|Romániço||1991||Anonymous||Vocabulary is derived from common Romance roots.|
|Europanto||1996||Diego Marani||A "linguistic jest" by a European diplomat|
|Unish||1996||Language Research Institute, Sejong University||Vocabulary from fifteen representative languages|
|Lingua Franca Nova||lfn||1998||C. George Boeree and others||Romance vocabulary with creole-like grammar|
|Slovio||1999||Mark Hučko||A constructed language based on the Slavic languages and Esperanto grammar|
|Language name||ISO||Year of first
|Slovianski||2006||Ondrej Rečnik, Gabriel Svoboda, Jan van Steenbergen, Igor Polyakov||A naturalistic language based on the Slavic languages|
|Sambahsa-Mundialect||2007||Olivier Simon||Mixture of simplified Proto-Indo-European and other languages|
Controlled languages are natural languages that have in some way been altered to make them simpler, easier to use, or more acceptable to those who do not speak the original language well. Most of these have been based on English.
Visual languages use symbols or movements in place of the spoken word.
- An Essay towards a Real Character and a Philosophical Language by John Wilkins
- Characteristica universalis
- Láadan (ldn)
- Loglan by James Cooke Brown
- Lojban (jbo) successor to Loglan by the Logical Language Group
- Toki Pona by Sonja Elen Kisa
- Several well known Knowledge Query and Manipulation Languages have been created from extensive research projects, to represent and query knowledge on computers:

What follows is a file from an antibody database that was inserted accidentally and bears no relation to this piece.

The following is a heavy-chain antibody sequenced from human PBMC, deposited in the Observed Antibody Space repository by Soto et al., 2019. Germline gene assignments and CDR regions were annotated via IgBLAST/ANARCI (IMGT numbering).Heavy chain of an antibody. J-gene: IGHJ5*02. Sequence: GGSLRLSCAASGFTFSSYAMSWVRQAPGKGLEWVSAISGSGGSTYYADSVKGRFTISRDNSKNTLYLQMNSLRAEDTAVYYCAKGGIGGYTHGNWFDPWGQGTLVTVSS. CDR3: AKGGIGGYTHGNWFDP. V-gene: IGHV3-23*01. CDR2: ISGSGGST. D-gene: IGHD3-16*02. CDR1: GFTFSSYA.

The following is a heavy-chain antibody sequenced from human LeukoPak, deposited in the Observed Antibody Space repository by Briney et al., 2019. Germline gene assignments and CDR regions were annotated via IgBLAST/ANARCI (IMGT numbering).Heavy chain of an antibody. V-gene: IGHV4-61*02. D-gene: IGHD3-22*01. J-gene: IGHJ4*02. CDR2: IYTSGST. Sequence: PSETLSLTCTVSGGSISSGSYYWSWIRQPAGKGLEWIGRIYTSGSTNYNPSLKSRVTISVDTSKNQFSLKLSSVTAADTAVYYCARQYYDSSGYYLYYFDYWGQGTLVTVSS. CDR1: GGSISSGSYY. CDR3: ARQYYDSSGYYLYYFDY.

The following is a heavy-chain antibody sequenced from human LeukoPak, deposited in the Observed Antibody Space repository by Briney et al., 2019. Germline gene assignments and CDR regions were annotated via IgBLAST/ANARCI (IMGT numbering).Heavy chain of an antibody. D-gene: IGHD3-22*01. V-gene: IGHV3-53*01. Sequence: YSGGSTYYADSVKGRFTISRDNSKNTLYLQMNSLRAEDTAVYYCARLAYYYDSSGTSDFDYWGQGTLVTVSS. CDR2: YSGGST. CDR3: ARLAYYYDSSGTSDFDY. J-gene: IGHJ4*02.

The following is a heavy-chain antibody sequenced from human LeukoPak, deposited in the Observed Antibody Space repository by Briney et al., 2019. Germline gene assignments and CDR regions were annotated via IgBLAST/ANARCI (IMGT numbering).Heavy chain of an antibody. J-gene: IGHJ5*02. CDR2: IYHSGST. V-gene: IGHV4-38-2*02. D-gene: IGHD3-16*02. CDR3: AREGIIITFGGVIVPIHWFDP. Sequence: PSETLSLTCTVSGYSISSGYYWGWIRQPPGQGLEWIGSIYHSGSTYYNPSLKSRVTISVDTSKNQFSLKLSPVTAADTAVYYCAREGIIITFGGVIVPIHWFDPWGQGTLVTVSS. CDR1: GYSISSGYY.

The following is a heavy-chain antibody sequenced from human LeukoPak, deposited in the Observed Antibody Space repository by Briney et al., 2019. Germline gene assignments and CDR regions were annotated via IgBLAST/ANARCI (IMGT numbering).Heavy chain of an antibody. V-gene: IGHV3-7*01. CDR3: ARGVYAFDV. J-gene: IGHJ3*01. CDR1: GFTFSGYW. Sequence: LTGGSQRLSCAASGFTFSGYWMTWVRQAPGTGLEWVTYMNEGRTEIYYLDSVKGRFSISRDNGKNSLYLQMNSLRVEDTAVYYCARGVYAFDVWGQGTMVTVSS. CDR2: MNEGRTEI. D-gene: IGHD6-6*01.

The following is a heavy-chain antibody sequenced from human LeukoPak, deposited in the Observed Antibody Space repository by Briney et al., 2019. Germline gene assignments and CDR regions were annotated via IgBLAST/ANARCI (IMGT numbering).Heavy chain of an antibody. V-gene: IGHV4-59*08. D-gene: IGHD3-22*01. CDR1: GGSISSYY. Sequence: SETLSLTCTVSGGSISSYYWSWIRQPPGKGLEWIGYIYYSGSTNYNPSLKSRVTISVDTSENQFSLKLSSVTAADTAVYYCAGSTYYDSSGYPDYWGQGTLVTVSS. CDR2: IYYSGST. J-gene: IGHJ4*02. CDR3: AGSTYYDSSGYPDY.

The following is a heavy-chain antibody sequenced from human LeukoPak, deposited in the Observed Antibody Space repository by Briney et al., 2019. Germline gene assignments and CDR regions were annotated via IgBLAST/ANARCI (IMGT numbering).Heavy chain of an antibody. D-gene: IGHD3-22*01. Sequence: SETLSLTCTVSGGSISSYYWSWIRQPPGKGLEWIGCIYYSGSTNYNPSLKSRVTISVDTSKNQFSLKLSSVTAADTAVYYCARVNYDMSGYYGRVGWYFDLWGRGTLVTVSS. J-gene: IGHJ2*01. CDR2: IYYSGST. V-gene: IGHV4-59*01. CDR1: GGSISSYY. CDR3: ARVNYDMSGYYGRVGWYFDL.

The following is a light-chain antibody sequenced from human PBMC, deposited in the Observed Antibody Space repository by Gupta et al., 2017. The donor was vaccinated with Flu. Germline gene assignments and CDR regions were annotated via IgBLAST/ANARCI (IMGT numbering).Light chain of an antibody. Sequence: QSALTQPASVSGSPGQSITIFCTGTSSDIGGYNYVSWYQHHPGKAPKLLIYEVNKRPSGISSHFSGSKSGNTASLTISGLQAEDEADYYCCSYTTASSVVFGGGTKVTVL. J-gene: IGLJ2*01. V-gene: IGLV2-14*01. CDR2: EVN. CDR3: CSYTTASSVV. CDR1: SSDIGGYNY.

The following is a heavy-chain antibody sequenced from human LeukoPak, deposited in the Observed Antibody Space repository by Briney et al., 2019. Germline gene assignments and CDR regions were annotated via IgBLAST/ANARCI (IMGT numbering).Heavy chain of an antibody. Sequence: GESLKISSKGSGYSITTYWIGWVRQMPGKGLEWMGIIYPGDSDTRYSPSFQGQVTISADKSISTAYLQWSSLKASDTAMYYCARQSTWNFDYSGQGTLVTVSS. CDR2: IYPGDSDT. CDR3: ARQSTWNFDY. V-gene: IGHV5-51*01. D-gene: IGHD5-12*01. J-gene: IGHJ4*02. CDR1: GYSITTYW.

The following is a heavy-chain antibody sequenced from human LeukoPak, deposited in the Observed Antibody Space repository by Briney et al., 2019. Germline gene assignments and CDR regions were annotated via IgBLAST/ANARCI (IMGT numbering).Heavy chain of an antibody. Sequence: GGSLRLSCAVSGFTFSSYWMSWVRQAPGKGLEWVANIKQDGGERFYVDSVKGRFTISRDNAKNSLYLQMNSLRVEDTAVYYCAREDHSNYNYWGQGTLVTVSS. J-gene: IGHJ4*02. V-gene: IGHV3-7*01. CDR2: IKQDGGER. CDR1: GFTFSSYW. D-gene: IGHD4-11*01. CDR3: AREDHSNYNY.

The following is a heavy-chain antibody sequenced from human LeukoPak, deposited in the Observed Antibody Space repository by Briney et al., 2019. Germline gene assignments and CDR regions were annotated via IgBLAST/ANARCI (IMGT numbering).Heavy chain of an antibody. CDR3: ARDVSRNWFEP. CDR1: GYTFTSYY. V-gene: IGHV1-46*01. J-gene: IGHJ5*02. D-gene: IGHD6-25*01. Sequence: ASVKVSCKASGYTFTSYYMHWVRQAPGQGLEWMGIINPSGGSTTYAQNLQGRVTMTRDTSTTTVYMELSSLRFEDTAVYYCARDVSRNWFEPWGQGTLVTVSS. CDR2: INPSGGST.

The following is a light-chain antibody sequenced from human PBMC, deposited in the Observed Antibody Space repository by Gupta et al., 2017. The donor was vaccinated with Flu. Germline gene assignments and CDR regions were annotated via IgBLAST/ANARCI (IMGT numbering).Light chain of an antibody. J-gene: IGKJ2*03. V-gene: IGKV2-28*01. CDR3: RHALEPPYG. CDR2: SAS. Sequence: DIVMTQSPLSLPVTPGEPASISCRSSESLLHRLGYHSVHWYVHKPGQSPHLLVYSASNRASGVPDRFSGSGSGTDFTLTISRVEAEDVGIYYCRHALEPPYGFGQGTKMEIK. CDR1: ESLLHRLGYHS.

- Knowledge Interchange Format (KIF), a precursor for knowledge representation.
- Common Logic (CL), an ISO standard derived from KIF.
- Resource Description Framework (RDF), a language standardized by the World Wide Web Consortium (W3C) based on the principles of Common Logic, which represents knowledge as a directed graph built from unordered sets of "sentences" (in fact, as relational triples: subject, relation, attribute) using various syntaxes (XML, Turtle, JSON-LD, RDFa) for its interchange format. Each element of the triple can be either a simple value (if its semantic value is not specified outside of the relation using it), or identifiers of objects (such as URIs) that are part of enumeration built from another subset of relational triples. The relations may be open (in which case the attributes are not enumerable) or closed in a finite enumerable set whose elements can be easily represented as objects as well with their own identity participating in many different relations for other parts of the knowledge.
- UML may be used to describe the sets of relations and rules of inference and processing, and SQL may be used to use them in concrete schemas and compact store formats, but RDF designs its own (semantically more powerful) schema language for handling large sets of knowledge data stored in RDF format.
- RDF is probably useful only for automated machine processing, but its verbosity and complex (for a human) representation mechanisms and inference rules does not qualify it as a human language except in very limited contexts. It is still a specification with extensive research.
- Web Ontology Language (OWL), another knowledge representation language standardized by W3C, and derived from Common Logic.
- The Distributed Language Translation project used a "binary-coded" version of Esperanto as a pivot language between the source language and its translation.
- Universal Networking Language (UNL)
Languages used in fiction
||This section may contain excessive, poor, or irrelevant examples.|
J. R. R. Tolkien
These are languages created by J. R. R. Tolkien, and are present in his books or derivative works throughout diverse media.
- Baronh, language of Abh in Seikai no Monsho (Crest of the Stars) and others, by Morioka Hiroyuki